Fairgrounds are a big deal for NASCAR’s Elliott | News, Sports, Jobs

By Jenna Fryer

The Associated Press

LEBANON, Tenn. – To be clear, Chase Elliott will get a win wherever he can get one.

But shortly after lifting the celebratory guitar he earned for his victory at the Nashville Superspeedway, Elliott couldn’t help but wonder if NASCAR is still on the wrong racetrack.

NASCAR’s most popular driver loves the track at the Nashville Fairgrounds. When he heard that the Cup Series would return to the region in 2021 – but on the D-shaped oval in Lebanon, around 40 minutes from downtown hotspots – he was not happy.

“A siesta party at this joint will put the nail in the fairground’s coffin, too bad,” Elliott tweeted in 2020.

He’s now raced the superspeedway two years in a row, picked up a win and the guitar late Sunday night, and his opinion hasn’t changed. Elliott wants to race at the fairgrounds, where his Hall of Fame dad often did and the two faced off last summer in the Superstar Racing Experience. Chase won the race.

“Yeah, look, I wish we were at the fairgrounds, for the record, but I’m glad we were at the market at least,” said Elliott. “It’s a cool city. It’s a great place. It’s a great place to race. It’s a city that I think embraces us, and we embrace the people who are here.

The Nashville market has indeed become a prime motorsports target since 2019, when NASCAR moved its season-ending awards ceremony from Las Vegas to Lower Broadway. Nashville Superspeedway was added to NASCAR’s 2021 schedule, IndyCar launched a street race downtown that was a resounding success and SRX will return to the fairgrounds for a second straight year in two weeks.

Elliott won’t be in the SRX field next month, but the morning after beating his dad there last year – and being disqualified and finishing 39th in the NASCAR race at the superspeedway – he made an impassioned plea for let NASCAR take its Cup cars to the fairgrounds.

“Just the vibe at the fairgrounds, the energy last night was absolutely amazing. I wish you were all there to see it. It was crazy. It just made sure it was is where we belong in my eyes,” said Elliott. “I’ve always felt that, but this other track (the superspeedway) is not the answer. The energy is there, in town, and we need look no further.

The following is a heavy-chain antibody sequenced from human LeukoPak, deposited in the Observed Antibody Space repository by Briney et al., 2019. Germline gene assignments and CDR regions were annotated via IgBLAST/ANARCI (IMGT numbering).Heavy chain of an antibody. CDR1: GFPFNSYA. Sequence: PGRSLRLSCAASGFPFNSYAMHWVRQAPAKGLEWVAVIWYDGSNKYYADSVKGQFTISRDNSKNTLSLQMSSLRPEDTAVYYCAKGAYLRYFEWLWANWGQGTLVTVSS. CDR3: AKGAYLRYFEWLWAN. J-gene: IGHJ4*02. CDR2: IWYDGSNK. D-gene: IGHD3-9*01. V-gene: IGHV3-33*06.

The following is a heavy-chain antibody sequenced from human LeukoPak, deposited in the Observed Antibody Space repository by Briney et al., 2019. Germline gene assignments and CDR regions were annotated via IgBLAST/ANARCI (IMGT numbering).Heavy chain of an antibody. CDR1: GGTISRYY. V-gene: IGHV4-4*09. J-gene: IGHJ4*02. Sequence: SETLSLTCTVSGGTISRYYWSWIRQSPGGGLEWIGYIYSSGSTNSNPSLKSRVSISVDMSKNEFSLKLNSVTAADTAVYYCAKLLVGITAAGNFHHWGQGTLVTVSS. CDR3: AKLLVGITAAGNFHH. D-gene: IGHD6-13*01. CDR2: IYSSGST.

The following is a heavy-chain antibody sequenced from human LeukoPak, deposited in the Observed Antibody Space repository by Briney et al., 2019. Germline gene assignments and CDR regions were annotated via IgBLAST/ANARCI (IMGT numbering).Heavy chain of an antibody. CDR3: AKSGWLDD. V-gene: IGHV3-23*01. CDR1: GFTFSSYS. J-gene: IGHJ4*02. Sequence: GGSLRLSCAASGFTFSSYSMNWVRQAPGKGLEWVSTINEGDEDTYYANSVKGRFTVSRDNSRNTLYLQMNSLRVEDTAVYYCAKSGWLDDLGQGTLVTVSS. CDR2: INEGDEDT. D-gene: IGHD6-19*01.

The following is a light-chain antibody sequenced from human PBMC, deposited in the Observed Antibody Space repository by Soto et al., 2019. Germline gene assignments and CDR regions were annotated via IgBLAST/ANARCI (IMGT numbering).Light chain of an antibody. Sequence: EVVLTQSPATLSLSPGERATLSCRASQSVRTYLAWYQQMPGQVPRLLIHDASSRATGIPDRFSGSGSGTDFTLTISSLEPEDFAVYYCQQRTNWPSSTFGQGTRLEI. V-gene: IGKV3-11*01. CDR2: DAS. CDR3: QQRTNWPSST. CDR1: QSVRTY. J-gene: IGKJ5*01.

Marcus Smith agrees, and as head of Speedway Motorsports, he is pushing to bring NASCAR back to the 0.596-mile track for the first time since 1984. The initiative has met with local resistance at town hall meetings. Meanwhile, Speedway Motorsports bought the superspeedway in Lebanon last December and served as its official promoter last weekend.

Speedway Motorsports founder Bruton Smith died last week at age 95, then Marcus Smith’s mother suffered a stroke on Friday. He was unavailable at the superspeedway this weekend to discuss Speedway Motorsports’ plans for the Nashville area.

But many in the industry believe the market can support multiple races, even with NASCAR, SRX and IndyCar all stopping in Nashville for three straight months.

Elliott balked at the fairground, although he admitted that even with three hours of weather delays, a determined crowd held on for a race that lasted seven hours and was a better product than last year.

“It was a lot more racy than I thought. But that still doesn’t mean I prefer it to the carnival and what it could be,” said Elliott. “It’s just this racecourse and the story of this racecourse and its location is just something we’re never going to replicate again.”

He then pointed to other markets where the tracks are 30 to 45 minutes out of town – in Michigan, Atlanta or Miami.

“With the fairgrounds, you would draw in an area about 15 blocks away,” he said “Correct me if I’m wrong, but it’s much closer. In today’s society, you’ll never build a racetrack in a town like that again.

He said he was encouraged by Marcus Smith’s commitment to the area and hopes to have his Cup car at the show soon.

“Looks like they’re working on it at least,” he said. “I think the positives outweigh the negatives, and I think there’s a way to be respectful to the people who live in the area and to be able to do that in a positive light.”

Jenna Fryer covers motor racing for The Associated Press. She can be contacted at [email protected]

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